Getting to the top in any profession usually requires starting from the bottom.
Regardless if you’re a Fresno sports legend or former NFL cornerback. Or both.
This would explain why Ricky Manning Jr. is tucked away inside the Fresno State football office on a late Friday afternoon in April. It’s nearly 5 p.m. and most of the coaches have gone home. Manning, however, sits at a computer watching video of Mississippi, the Bulldogs’ opponent Sept. 12. (Fresno State opens Sept. 3 against Abilene Christian, but the Wildcats’ tape has yet to arrive.)
Manning does more than just watch. He’s dissecting and recording every nuance of the Rebels offense.
What personnel group are they in, and which plays are called? If it’s a pass, what routes are the receivers running and under which concepts? Is is a straight drop or moving pocket? If it’s a run, are they using man or zone blocking? Are they running inside the tackles or outside, and to which side?
Manning’s job is to provide answers to each of these questions and enter them into the team’s computer software. He must do this for every play of the game, and when he’s done with one game move on to the next. For Fresno State’s four opening opponents next season, he’ll be breaking down all their games.
For someone proficient with the software, each game can be tackled in about 45 minutes. For someone still getting the hang of it, like Manning is, it can take twice that long.
“It’s tremendously time consuming,” says Nick Toth, Fresno State’s defensive coordinator.
Data entry is tedious, but it’s also essential for compiling each week’s game plan. And at the college level, most of it is performed by low-paid graduate assistants.
The typical GA is a recent college graduate in his early 20s, a profile that fits the 34-year-old Manning like Pop Warner shoulder pads. Yet here he sits. Entering numbers into a computer. Starting from the lowest rung.
“When I was a player I never realized how much work went into it,” Manning says, shaking his head.
“It feels awesome, though. It’s just a blessing to be a part of this program at whatever level. You’re right. I am starting at the bottom. I’m doing the grunt work.”
It certainly wasn’t that way during the late 1990s at Edison High, where Manning was a two-sport superstar in football and baseball. Nor was it like that at UCLA, where he started 45 consecutive games. Or during his injury-shortened NFL career highlighted by two appearances in the NFC Championship game. Or upon Manning’s celebrated return to Edison in 2012, when a one-year tenure as head coach ended under cloudy circumstances.
Manning never stopped coaching, spending the past two years as a Fresno City College assistant. But when the chance to become a GA at Fresno State came along he couldn’t afford to pass it up. Even if that meant turning down a couple full-time coaching offers for his current $1,000 monthly stipend.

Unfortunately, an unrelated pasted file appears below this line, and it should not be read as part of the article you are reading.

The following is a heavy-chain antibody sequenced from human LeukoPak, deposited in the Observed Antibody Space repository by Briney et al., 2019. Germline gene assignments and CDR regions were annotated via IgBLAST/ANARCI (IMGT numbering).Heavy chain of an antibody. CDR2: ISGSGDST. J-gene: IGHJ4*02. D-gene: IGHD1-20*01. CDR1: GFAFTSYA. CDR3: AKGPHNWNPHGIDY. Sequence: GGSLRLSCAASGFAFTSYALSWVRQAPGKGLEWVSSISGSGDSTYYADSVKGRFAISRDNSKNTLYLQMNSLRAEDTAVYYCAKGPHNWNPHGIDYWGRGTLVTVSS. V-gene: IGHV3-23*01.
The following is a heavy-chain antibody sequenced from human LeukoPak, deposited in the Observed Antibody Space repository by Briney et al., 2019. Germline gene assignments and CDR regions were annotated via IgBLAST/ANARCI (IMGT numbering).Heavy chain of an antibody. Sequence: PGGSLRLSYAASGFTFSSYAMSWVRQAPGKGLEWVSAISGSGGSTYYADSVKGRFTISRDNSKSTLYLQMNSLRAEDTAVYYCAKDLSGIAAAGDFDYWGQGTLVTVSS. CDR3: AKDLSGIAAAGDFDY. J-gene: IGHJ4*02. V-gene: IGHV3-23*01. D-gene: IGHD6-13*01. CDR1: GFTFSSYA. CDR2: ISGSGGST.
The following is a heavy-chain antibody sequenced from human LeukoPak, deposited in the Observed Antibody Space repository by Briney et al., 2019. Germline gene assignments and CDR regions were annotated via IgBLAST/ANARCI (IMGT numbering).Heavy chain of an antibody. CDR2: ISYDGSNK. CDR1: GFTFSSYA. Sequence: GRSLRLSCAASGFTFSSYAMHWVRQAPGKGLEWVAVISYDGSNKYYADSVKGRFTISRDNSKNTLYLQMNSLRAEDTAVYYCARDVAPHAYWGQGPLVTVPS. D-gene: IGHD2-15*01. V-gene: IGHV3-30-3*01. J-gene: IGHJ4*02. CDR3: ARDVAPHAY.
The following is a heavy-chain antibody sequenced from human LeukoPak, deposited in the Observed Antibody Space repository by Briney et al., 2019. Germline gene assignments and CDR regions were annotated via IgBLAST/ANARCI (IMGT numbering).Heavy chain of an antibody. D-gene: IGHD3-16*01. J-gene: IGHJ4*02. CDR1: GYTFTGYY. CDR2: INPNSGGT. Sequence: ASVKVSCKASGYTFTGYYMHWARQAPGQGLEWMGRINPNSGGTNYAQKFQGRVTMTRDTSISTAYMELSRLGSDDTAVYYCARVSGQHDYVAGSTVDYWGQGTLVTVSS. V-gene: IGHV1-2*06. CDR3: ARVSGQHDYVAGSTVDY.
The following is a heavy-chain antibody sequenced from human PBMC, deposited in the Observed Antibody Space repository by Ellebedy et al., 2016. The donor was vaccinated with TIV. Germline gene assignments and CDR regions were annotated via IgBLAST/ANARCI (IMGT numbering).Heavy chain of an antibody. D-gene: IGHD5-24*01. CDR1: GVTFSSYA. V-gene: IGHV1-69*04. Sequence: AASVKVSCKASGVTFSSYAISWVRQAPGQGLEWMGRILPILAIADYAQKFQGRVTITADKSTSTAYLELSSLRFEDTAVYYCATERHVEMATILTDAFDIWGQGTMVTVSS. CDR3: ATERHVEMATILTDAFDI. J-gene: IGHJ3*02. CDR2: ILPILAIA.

“I don’t get paid that much, but I’m getting a free education,” says Manning, who is taking classes toward a master’s degree.
“Most of all I love what I do and I’m surrounded by great guys who go into work every day with aspirations of doing big things. It’s a great environment for me to be around.”
Manning met the Fresno State coaching staff through Tim McDonald, who spent the 2012 season as an assistant under Tim DeRuyter before moving on to become an NFL position coach. He observed Bulldogs practices and sat in on coaches’ meetings, filing up a notebook with ideas.
Before it was certain that things with Manning would work out, Toth posted the GA opening online on a coaching website. Two hundred applications flooded his email in less than 20 minutes.
“We’ve known Rick for a while and felt comfortable with him,” Toth says. “The process for an NFL guy is unique in that he already has a lot of football knowledge. So he’s got to be willing to focus on the other stuff that’s behind the scenes and learn the organizational side.”
That doesn’t mean Manning will spend all his time chained to a computer. The typical GA doesn’t possess a wealth of knowledge and experience from playing cornerback at the highest level.
“Although his job is entry level and the money he’s making is entry level, his input isn’t entry level,” Toth says. “We’ll use Rick on the field a lot more than we would a normal GA.”
That was apparent during spring football, when Manning was on the field helping defensive backs coach Marcus Woodson on a volunteer basis.
“I love having him here,” Bulldogs safety Dalen Jones says. “He’s really hands-on. He’ll actually get down in a stance with you and everything.”
Fresno City coach Tony Caviglia calls Manning a great communicator and teacher of the game.
“He knows football and sees things that many people don’t see, but he’s still building his foundation in coaching,” Caviglia says. “He understands this is a process he has to go through.”
Even if that process includes hours at the computer for less pay than he’d get pouring coffee. Or picking up his three oldest sons (ages 8, 6 and 5) from school and babysitting while his wife, Tosha, is at her job.
“Much is given, much is required. That’s Biblical, and I really believe that,” Manning says. “I’ve been given a lot and I’ve been given a lot of responsibilities, so much is required. And I’m up for that challenge.
“As a father, as a husband, as a colleague and as a coach, much is required of me. So I’ve got to be on my game.”
With that, he bumps a visitor’s fist goodbye. There’s more grunt work to do.